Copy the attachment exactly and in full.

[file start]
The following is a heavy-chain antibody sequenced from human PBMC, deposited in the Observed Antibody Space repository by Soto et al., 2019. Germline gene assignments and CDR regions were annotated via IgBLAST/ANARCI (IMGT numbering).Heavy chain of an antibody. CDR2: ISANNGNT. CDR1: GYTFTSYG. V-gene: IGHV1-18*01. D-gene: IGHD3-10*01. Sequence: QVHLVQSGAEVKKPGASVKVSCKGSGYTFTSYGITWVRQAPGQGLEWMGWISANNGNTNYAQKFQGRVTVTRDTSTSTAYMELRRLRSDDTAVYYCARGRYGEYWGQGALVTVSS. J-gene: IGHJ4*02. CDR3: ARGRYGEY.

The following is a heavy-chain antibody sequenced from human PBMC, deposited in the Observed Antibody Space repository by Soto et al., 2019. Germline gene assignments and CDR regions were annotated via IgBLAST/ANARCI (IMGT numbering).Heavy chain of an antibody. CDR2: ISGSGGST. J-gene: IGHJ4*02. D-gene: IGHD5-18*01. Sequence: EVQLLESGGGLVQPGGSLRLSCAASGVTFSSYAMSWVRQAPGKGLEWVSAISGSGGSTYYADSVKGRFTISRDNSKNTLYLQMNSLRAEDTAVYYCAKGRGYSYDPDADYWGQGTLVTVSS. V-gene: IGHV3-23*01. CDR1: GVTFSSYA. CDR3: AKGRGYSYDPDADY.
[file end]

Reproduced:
The following is a heavy-chain antibody sequenced from human PBMC, deposited in the Observed Antibody Space repository by Soto et al., 2019. Germline gene assignments and CDR regions were annotated via IgBLAST/ANARCI (IMGT numbering).Heavy chain of an antibody. CDR2: ISANNGNT. CDR1: GYTFTSYG. V-gene: IGHV1-18*01. D-gene: IGHD3-10*01. Sequence: QVHLVQSGAEVKKPGASVKVSCKGSGYTFTSYGITWVRQAPGQGLEWMGWISANNGNTNYAQKFQGRVTVTRDTSTSTAYMELRRLRSDDTAVYYCARGRYGEYWGQGALVTVSS. J-gene: IGHJ4*02. CDR3: ARGRYGEY.

The following is a heavy-chain antibody sequenced from human PBMC, deposited in the Observed Antibody Space repository by Soto et al., 2019. Germline gene assignments and CDR regions were annotated via IgBLAST/ANARCI (IMGT numbering).Heavy chain of an antibody. CDR2: ISGSGGST. J-gene: IGHJ4*02. D-gene: IGHD5-18*01. Sequence: EVQLLESGGGLVQPGGSLRLSCAASGVTFSSYAMSWVRQAPGKGLEWVSAISGSGGSTYYADSVKGRFTISRDNSKNTLYLQMNSLRAEDTAVYYCAKGRGYSYDPDADYWGQGTLVTVSS. V-gene: IGHV3-23*01. CDR1: GVTFSSYA. CDR3: AKGRGYSYDPDADY.